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Catalyzing worker co-ops & the solidarity economy

Jim Johnson

Two major influences have guided my life from the very beginning. One is that my parents ran a small technical business out of our house, and the kids were expected to work in the business. So from an early age, I learned how bills got paid, how customers were treated, and what made the difference between sweating the rent or having money in the bank. My second major influence is progressive activism - my parents were early supporters of the Civil Rights Movement and early opponents of the Vietnam War. Their outspoken positions lost them some friends, but gained them many others, and our house hosted lots of interesting people engaged in ponderous, altruistic discussions. Thus, trying to run a business ethically, while also living and working in a dissident, quasi-tribal culture, has always felt like home to me.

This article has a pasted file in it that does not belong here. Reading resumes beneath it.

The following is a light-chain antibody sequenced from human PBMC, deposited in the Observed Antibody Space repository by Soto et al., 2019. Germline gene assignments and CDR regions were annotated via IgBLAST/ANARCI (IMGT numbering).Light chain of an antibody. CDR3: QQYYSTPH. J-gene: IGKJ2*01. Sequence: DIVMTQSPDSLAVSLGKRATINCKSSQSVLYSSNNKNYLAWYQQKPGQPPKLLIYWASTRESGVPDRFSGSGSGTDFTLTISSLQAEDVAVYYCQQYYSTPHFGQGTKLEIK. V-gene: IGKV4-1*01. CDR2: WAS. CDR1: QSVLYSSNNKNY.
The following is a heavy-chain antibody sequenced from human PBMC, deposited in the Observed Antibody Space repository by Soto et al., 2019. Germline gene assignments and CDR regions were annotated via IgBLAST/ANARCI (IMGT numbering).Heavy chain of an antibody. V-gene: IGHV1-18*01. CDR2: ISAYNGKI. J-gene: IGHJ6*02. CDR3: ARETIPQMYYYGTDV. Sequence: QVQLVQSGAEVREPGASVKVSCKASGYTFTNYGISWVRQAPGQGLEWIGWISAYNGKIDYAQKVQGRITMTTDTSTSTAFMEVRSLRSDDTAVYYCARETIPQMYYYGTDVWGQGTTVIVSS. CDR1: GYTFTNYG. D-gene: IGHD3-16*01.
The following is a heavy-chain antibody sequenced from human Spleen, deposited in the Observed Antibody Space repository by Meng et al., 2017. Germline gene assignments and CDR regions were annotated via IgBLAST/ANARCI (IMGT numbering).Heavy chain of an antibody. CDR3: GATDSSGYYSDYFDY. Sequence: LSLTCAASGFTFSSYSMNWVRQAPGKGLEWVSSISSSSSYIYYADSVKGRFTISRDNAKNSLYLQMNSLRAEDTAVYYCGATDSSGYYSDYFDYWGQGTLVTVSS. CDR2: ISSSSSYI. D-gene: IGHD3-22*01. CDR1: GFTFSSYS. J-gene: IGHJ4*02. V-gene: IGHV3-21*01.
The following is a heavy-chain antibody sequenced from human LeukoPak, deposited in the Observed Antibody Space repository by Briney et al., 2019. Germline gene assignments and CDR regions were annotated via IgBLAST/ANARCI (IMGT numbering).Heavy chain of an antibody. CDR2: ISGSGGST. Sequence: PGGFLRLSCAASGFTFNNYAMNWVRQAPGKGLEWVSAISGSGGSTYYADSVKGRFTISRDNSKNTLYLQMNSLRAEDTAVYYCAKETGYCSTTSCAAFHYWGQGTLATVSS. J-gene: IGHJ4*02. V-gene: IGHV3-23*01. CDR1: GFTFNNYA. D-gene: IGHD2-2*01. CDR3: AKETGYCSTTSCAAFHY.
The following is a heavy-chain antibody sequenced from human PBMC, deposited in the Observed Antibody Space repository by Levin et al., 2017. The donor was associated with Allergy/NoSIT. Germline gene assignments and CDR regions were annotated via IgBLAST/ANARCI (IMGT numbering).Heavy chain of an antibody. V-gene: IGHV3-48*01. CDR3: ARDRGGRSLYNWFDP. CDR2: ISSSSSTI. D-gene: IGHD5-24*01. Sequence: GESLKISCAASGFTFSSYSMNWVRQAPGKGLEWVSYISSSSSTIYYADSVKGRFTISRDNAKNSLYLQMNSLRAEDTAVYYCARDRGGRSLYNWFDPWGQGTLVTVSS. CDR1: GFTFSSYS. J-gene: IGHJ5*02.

When I struck out on my own in the late 70s, I found my first affinity group through my local food co-op. Before long I had joined a DC collective publishing a dissident 'zine, and was organizing punk and reggae benefits and training people for non-violent civil disobedience actions. I got into freelance IT work in the mid-80s, and remained involved in many different democratic grassroots activities until the mid-90s, when I decided to focus my efforts more exclusively on economic democracy and website development. This again led me to my local food co-op, and to a local software company that was just beginning to convert to a worker-owned co-op. Through those experiences, my studies in co-op development, and my networking with other worker co-ops, I started working with the GEO collective in 2005, and began to do an increasing amount of consulting to co-ops as well. After 10 years with my worker co-op, with the movement growing quickly, I decided to go back to full-time freelancing - but this time, as an advisor to worker co-ops and other types of co-ops, with the perspectives of a worker-owner.